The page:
Google’s new expensive laptop is nothing but a romanticised version of a Chromebook. The Pixelbook, whose price starts at $999, is reasonably flexible, secure, fast and nicely designed. In other words, it is the best hardware that runs Chrome OS—Google’s PC operating system.
In spite of its gloss and extravagant price, the Pixelbook seems more like an advertising campaign for the promotion of Chrome OS than a staunch contender to other pricey laptops such as Microsoft’s Surface or Apple’s MacBook Pro.
Chrome OS, which was launched six years ago, and is developed to be cloud first. Basically, it’s nothing but a web browser extended into an operation system. Apart from running web apps, it has also stretched out support to Android apps. Although, one might not get all the features and functions found in software such as Photoshop, but the question is does one need all the trimmings.
In fact, Chromebooks are for the day-to-day use of daily computing, which entails surfing videos, managing photos and creating spreadsheets. Almost all leading computer makers, such as Samsung, Acer, Toshiba, HP, Asus and Dell, manufacture their own Chromebooks. Most of these cost around $500 or less, and they are sold in various sizes and shapes (as desktops and laptops). Even the $85 dongle— Chromebit—can modify any screen into a computer. Their major selling points include simplicity, affordability and security. One of the USPs of Chrome OS is that it does not require costly hardware systems. This is exactly the reason why Pixelbook does not quite fit in. If you are willing to spend a fortune on a laptop, the least you will expect it to operate full versions of particular applications.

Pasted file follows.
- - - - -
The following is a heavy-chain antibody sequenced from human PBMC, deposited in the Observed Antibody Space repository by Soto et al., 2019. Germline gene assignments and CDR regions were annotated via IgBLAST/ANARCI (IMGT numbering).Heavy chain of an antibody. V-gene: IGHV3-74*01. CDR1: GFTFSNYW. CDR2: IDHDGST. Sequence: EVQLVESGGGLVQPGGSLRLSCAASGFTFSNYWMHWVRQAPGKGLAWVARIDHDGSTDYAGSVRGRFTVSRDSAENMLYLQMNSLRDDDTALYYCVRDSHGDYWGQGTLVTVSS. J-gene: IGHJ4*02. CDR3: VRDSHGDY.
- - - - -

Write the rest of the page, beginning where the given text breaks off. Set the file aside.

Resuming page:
Nevertheless, the Pixelbook is an attractive computer. It is a convertible laptop that has LCD touchscreen display of 12.3 inches. The device can be deemed a bulky tablet, and it has the capacity to be bent all the way back and to be contorted into a tent position to ease the experience of watching videos. Apart from that it has a headphone jack and a pair of USB Type C ports. To start with, it has 128 GB of storage and 8GB of RAM. Also, an optional stylus—the Pixelbook Pen—is made available for $99.
Similar to Pixel phones, the Pixelbook is made of aluminium and has a glossy white-coloured blocking. The keyboard in general is great to use, and it has low keys that make extremely satisfying clacks. Google Assistant, although not very necessary on a PC, has been installed all through the device. So basically, the Pixelbook not only highlights the success of Chrome OS, but it also presents it at its finest. Over the years, Google has successfully enticed people into its ecosystem partly by making its apps and services available to contending mobile and PC operating systems.